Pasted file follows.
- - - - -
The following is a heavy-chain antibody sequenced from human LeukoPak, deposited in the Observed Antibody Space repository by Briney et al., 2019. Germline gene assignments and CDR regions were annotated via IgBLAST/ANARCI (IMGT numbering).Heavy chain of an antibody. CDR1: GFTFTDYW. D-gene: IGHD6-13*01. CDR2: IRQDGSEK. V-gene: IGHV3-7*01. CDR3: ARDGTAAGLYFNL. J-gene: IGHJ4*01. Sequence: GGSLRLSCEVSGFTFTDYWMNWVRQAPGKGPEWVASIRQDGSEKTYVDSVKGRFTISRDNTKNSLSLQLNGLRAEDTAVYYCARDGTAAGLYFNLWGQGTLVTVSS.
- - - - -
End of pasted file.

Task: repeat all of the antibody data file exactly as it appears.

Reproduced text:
The following is a heavy-chain antibody sequenced from human LeukoPak, deposited in the Observed Antibody Space repository by Briney et al., 2019. Germline gene assignments and CDR regions were annotated via IgBLAST/ANARCI (IMGT numbering).Heavy chain of an antibody. CDR1: GFTFTDYW. D-gene: IGHD6-13*01. CDR2: IRQDGSEK. V-gene: IGHV3-7*01. CDR3: ARDGTAAGLYFNL. J-gene: IGHJ4*01. Sequence: GGSLRLSCEVSGFTFTDYWMNWVRQAPGKGPEWVASIRQDGSEKTYVDSVKGRFTISRDNTKNSLSLQLNGLRAEDTAVYYCARDGTAAGLYFNLWGQGTLVTVSS.